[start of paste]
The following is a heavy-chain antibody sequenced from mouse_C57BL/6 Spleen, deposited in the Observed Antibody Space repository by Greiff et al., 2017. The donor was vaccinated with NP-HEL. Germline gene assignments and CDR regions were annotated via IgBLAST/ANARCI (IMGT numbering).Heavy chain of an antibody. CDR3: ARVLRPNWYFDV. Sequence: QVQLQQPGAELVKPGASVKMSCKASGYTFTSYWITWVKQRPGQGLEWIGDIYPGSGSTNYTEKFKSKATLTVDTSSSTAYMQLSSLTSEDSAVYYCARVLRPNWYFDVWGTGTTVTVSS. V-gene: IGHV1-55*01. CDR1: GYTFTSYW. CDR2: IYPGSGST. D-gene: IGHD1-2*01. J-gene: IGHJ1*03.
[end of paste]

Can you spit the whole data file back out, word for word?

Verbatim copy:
The following is a heavy-chain antibody sequenced from mouse_C57BL/6 Spleen, deposited in the Observed Antibody Space repository by Greiff et al., 2017. The donor was vaccinated with NP-HEL. Germline gene assignments and CDR regions were annotated via IgBLAST/ANARCI (IMGT numbering).Heavy chain of an antibody. CDR3: ARVLRPNWYFDV. Sequence: QVQLQQPGAELVKPGASVKMSCKASGYTFTSYWITWVKQRPGQGLEWIGDIYPGSGSTNYTEKFKSKATLTVDTSSSTAYMQLSSLTSEDSAVYYCARVLRPNWYFDVWGTGTTVTVSS. V-gene: IGHV1-55*01. CDR1: GYTFTSYW. CDR2: IYPGSGST. D-gene: IGHD1-2*01. J-gene: IGHJ1*03.